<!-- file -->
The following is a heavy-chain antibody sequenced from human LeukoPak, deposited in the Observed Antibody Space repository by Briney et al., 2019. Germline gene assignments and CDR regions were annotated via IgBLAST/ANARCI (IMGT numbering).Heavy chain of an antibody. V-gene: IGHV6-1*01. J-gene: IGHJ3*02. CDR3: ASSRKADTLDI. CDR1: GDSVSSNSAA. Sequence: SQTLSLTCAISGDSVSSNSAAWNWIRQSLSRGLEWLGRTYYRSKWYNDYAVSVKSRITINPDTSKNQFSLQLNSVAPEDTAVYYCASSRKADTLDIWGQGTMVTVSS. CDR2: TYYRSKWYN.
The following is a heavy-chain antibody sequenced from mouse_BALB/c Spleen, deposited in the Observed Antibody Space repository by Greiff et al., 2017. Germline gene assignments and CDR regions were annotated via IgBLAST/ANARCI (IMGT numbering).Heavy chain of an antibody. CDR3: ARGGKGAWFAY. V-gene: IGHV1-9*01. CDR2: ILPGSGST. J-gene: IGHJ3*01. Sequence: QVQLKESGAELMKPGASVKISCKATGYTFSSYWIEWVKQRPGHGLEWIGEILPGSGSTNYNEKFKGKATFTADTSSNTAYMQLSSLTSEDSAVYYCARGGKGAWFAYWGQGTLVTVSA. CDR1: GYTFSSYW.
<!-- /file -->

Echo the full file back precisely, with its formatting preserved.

The following is a heavy-chain antibody sequenced from human LeukoPak, deposited in the Observed Antibody Space repository by Briney et al., 2019. Germline gene assignments and CDR regions were annotated via IgBLAST/ANARCI (IMGT numbering).Heavy chain of an antibody. V-gene: IGHV6-1*01. J-gene: IGHJ3*02. CDR3: ASSRKADTLDI. CDR1: GDSVSSNSAA. Sequence: SQTLSLTCAISGDSVSSNSAAWNWIRQSLSRGLEWLGRTYYRSKWYNDYAVSVKSRITINPDTSKNQFSLQLNSVAPEDTAVYYCASSRKADTLDIWGQGTMVTVSS. CDR2: TYYRSKWYN.
The following is a heavy-chain antibody sequenced from mouse_BALB/c Spleen, deposited in the Observed Antibody Space repository by Greiff et al., 2017. Germline gene assignments and CDR regions were annotated via IgBLAST/ANARCI (IMGT numbering).Heavy chain of an antibody. CDR3: ARGGKGAWFAY. V-gene: IGHV1-9*01. CDR2: ILPGSGST. J-gene: IGHJ3*01. Sequence: QVQLKESGAELMKPGASVKISCKATGYTFSSYWIEWVKQRPGHGLEWIGEILPGSGSTNYNEKFKGKATFTADTSSNTAYMQLSSLTSEDSAVYYCARGGKGAWFAYWGQGTLVTVSA. CDR1: GYTFSSYW.